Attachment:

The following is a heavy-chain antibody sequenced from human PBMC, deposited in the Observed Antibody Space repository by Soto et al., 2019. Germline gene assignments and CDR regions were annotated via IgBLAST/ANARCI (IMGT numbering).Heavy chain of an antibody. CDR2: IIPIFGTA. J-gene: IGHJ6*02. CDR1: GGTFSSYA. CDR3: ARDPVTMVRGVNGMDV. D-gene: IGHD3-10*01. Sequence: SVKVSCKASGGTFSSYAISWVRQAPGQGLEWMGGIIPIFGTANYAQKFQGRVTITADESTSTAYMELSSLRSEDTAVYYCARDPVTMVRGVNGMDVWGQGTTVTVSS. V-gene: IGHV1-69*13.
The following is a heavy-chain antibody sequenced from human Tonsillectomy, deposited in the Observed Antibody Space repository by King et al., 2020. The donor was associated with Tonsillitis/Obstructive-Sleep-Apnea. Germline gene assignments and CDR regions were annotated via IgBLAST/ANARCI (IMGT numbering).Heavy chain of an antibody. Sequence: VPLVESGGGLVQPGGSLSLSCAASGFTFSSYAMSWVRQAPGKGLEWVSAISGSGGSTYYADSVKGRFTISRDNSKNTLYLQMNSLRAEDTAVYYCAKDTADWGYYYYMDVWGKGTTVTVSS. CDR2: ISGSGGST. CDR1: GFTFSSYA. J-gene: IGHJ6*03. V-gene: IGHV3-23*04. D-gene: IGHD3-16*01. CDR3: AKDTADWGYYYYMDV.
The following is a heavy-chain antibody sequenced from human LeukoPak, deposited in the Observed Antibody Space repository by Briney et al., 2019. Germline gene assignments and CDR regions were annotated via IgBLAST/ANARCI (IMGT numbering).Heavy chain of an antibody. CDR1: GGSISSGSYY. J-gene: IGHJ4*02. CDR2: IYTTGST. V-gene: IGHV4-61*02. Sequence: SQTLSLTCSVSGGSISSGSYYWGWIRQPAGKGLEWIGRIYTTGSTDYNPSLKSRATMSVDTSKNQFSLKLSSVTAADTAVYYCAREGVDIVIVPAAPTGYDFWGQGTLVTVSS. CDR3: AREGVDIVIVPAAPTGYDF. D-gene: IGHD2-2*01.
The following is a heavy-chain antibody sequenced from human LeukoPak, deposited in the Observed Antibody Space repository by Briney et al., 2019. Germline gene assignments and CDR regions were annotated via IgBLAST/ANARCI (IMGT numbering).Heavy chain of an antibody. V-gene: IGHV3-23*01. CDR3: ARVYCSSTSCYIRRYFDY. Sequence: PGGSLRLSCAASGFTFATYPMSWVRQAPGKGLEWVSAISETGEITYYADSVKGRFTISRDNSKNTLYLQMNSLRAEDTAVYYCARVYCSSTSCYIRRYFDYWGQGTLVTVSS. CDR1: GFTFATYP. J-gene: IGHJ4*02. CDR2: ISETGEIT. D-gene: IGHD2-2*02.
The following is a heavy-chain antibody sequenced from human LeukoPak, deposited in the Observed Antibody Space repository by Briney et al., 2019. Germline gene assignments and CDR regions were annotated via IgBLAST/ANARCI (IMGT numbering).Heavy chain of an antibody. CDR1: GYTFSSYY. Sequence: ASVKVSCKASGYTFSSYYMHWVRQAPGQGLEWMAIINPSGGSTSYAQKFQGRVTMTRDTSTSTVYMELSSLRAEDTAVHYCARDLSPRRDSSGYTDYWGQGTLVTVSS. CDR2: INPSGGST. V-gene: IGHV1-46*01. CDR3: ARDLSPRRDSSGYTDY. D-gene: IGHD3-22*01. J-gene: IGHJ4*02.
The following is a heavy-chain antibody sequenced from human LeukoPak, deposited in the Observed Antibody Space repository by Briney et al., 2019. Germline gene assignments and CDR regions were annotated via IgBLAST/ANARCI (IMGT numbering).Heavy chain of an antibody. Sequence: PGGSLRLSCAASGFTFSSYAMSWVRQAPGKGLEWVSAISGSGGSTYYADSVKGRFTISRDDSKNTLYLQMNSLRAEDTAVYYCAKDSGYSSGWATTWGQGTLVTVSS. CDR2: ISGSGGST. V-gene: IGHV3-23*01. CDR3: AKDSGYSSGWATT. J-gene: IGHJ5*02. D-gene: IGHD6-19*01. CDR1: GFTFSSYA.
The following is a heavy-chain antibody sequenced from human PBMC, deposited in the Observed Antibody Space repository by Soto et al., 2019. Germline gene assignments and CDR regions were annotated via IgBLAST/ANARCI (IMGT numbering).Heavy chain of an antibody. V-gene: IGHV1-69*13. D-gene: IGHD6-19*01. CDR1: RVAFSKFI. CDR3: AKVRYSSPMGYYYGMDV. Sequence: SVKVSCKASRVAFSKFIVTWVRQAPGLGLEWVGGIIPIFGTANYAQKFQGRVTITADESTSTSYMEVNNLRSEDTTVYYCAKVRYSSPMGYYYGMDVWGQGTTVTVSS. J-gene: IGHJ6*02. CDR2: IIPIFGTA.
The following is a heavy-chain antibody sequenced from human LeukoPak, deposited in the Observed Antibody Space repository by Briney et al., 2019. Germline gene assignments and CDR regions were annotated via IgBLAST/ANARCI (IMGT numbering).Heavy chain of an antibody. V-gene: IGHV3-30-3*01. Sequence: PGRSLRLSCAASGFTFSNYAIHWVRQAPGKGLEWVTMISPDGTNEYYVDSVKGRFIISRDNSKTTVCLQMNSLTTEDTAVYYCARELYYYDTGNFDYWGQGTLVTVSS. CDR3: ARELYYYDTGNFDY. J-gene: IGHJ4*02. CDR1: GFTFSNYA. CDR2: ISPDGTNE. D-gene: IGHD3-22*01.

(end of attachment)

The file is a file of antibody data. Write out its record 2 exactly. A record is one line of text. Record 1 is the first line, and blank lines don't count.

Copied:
The following is a heavy-chain antibody sequenced from human Tonsillectomy, deposited in the Observed Antibody Space repository by King et al., 2020. The donor was associated with Tonsillitis/Obstructive-Sleep-Apnea. Germline gene assignments and CDR regions were annotated via IgBLAST/ANARCI (IMGT numbering).Heavy chain of an antibody. Sequence: VPLVESGGGLVQPGGSLSLSCAASGFTFSSYAMSWVRQAPGKGLEWVSAISGSGGSTYYADSVKGRFTISRDNSKNTLYLQMNSLRAEDTAVYYCAKDTADWGYYYYMDVWGKGTTVTVSS. CDR2: ISGSGGST. CDR1: GFTFSSYA. J-gene: IGHJ6*03. V-gene: IGHV3-23*04. D-gene: IGHD3-16*01. CDR3: AKDTADWGYYYYMDV.